The LWF Blog

Fire Safety for Healthcare Premises – Preparing for a Fire Emergency – Part 110

January 13, 2020 3:12 pm

In LWF’s blog series for healthcare professionals, our aim is to give information on best practice of fire safety in hospitals and other healthcare premises. In part 109, LWF discussed evacuation from a healthcare building. In part 110, LWF will look at the considerations that managers of specific areas must undertake when developing an emergency evacuation plan

It is important that managers of parts of the healthcare premises have knowledge of any physical constraints of that area, along with the capabilities of the staff and the characteristics of patients in their charge. This knowledge will be essential to the formulation of appropriate evacuation plans. When devising a plan, the following points should be considered and the plan itself should be reviewed and modified in case of changed circumstances.

– The number of patients and staff who will need to be evacuated from a fire compartment or premises in a fire emergency and the time available for the evacuation.
– Consideration of the dependency of the patients and estimation of the degree of surveillance and assistance the patients will require.
– An estimation of the number of staff available during both day and night shifts to cope with a fire emergency in each ward or part of the healthcare premises.
– When considering the number of staff available, consideration should be given to their capabilities regarding evacuation, such as individual physical fitness, fire safety training/medical training and their likely performance under stress. Such considerations are especially important when considering part-time, agency or night staff. The reason for this point is that moving vulnerable people in a fire emergency is always strenuous and taxing work.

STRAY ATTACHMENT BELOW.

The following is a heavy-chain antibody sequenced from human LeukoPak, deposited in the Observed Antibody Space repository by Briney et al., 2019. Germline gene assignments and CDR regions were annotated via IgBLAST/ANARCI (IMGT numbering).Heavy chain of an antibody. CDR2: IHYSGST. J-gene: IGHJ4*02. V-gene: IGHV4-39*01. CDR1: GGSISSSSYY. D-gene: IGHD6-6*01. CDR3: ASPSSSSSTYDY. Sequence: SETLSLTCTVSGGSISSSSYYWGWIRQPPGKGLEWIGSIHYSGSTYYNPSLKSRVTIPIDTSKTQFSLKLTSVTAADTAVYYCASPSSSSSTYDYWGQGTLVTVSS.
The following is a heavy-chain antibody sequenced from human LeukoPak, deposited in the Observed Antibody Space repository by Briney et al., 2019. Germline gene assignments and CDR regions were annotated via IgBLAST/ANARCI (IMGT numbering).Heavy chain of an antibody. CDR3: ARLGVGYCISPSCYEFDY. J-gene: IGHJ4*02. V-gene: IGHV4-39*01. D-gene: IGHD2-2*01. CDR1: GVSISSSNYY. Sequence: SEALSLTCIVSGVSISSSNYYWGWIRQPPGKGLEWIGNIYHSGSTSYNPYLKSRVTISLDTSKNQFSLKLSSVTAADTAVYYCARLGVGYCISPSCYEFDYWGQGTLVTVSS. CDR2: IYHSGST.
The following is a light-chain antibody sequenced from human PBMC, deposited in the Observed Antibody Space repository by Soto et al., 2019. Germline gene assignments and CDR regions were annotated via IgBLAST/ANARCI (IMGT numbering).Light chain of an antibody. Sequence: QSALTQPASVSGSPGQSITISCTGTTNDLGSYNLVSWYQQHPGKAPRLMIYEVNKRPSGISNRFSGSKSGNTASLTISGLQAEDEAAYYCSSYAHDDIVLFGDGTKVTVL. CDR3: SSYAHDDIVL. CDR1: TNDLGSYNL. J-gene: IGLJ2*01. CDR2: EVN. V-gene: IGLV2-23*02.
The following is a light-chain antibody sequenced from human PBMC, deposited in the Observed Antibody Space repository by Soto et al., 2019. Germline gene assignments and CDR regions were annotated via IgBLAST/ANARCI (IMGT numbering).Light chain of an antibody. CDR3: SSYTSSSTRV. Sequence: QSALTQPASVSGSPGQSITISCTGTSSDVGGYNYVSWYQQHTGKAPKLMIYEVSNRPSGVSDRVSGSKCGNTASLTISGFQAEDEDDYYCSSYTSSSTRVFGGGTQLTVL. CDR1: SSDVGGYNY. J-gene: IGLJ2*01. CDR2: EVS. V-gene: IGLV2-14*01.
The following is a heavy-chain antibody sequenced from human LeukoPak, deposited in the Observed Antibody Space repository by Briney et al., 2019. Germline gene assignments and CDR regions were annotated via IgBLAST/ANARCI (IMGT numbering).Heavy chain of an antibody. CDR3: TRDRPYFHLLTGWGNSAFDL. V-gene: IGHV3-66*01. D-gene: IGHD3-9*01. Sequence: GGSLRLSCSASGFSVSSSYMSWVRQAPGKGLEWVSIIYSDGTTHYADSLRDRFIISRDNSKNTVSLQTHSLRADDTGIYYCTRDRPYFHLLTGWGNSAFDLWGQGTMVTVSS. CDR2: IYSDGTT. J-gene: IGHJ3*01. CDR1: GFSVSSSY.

– Consideration should be given to the patient-handling methods to be used in an evacuation, bearing in mind any constraints on the escape route and the type of patient that may need to be moved. The resulting information should be shared with the healthcare fire safety adviser in order to agree the most appropriate system and method.
– It may be that certain equipment could aid evacuation and such tools should be identified and the location noted.

In part 111 of this series, LWF will continue discussing points for consideration when formulating an evacuation plan for an area of the healthcare premises by managers of that area. In the meantime, if you have any questions about this blog, or wish to discuss your own project with one of our fire engineers, please contact us.

Lawrence Webster Forrest has been working with their clients for over 25 years to produce innovative and exciting building projects. If you would like further information on how LWF and fire strategies could assist you, please contact LWF on freephone 0800 410 1130.

While care has been taken to ensure that information contained in LWF’s publications is true and correct at the time of publication, changes in circumstances after the time of publication may impact on the accuracy of this information

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